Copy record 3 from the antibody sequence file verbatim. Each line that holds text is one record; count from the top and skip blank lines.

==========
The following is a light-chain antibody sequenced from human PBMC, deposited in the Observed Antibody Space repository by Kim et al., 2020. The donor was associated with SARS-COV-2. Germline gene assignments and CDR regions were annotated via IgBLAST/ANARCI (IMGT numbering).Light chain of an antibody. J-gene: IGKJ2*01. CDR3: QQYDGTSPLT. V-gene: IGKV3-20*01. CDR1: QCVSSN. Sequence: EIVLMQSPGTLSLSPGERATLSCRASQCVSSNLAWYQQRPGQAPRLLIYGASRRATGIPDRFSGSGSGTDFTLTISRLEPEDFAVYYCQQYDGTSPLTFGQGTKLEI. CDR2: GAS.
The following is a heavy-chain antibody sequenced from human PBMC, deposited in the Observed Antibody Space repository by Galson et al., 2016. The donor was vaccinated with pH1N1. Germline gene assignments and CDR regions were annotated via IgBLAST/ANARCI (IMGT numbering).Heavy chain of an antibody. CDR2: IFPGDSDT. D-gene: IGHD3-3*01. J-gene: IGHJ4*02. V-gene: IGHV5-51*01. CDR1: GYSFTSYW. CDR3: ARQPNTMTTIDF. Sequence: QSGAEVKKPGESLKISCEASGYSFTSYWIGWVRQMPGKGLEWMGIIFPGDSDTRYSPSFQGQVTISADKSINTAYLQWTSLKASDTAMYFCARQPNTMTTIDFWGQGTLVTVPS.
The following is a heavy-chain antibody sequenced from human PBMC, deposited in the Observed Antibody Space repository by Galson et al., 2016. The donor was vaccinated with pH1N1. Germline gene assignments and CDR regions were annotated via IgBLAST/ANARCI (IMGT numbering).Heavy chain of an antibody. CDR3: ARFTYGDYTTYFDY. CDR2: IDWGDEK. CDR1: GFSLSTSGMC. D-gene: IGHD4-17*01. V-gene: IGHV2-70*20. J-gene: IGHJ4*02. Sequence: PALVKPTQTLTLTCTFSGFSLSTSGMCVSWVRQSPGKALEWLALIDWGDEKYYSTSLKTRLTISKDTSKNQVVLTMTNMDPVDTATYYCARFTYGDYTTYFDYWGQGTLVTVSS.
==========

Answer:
The following is a heavy-chain antibody sequenced from human PBMC, deposited in the Observed Antibody Space repository by Galson et al., 2016. The donor was vaccinated with pH1N1. Germline gene assignments and CDR regions were annotated via IgBLAST/ANARCI (IMGT numbering).Heavy chain of an antibody. CDR3: ARFTYGDYTTYFDY. CDR2: IDWGDEK. CDR1: GFSLSTSGMC. D-gene: IGHD4-17*01. V-gene: IGHV2-70*20. J-gene: IGHJ4*02. Sequence: PALVKPTQTLTLTCTFSGFSLSTSGMCVSWVRQSPGKALEWLALIDWGDEKYYSTSLKTRLTISKDTSKNQVVLTMTNMDPVDTATYYCARFTYGDYTTYFDYWGQGTLVTVSS.